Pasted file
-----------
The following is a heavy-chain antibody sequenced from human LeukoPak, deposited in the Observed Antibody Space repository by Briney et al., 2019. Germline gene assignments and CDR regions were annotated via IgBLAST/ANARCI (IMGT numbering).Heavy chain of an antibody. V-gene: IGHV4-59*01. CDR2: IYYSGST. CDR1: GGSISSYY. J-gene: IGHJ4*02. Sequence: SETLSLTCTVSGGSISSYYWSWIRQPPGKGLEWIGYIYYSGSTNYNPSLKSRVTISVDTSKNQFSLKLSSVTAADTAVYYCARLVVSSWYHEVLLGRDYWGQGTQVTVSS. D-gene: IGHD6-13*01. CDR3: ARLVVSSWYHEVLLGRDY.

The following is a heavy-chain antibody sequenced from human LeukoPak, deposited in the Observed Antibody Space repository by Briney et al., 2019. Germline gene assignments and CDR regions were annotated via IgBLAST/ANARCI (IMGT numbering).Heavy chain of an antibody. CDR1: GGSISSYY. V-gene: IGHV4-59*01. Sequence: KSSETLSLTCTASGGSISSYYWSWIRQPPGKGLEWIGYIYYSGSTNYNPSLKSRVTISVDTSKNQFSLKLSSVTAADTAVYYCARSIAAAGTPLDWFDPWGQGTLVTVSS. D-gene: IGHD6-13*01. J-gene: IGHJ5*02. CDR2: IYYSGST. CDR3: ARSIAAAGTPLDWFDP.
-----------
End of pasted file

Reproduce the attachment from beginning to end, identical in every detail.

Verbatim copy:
The following is a heavy-chain antibody sequenced from human LeukoPak, deposited in the Observed Antibody Space repository by Briney et al., 2019. Germline gene assignments and CDR regions were annotated via IgBLAST/ANARCI (IMGT numbering).Heavy chain of an antibody. V-gene: IGHV4-59*01. CDR2: IYYSGST. CDR1: GGSISSYY. J-gene: IGHJ4*02. Sequence: SETLSLTCTVSGGSISSYYWSWIRQPPGKGLEWIGYIYYSGSTNYNPSLKSRVTISVDTSKNQFSLKLSSVTAADTAVYYCARLVVSSWYHEVLLGRDYWGQGTQVTVSS. D-gene: IGHD6-13*01. CDR3: ARLVVSSWYHEVLLGRDY.

The following is a heavy-chain antibody sequenced from human LeukoPak, deposited in the Observed Antibody Space repository by Briney et al., 2019. Germline gene assignments and CDR regions were annotated via IgBLAST/ANARCI (IMGT numbering).Heavy chain of an antibody. CDR1: GGSISSYY. V-gene: IGHV4-59*01. Sequence: KSSETLSLTCTASGGSISSYYWSWIRQPPGKGLEWIGYIYYSGSTNYNPSLKSRVTISVDTSKNQFSLKLSSVTAADTAVYYCARSIAAAGTPLDWFDPWGQGTLVTVSS. D-gene: IGHD6-13*01. J-gene: IGHJ5*02. CDR2: IYYSGST. CDR3: ARSIAAAGTPLDWFDP.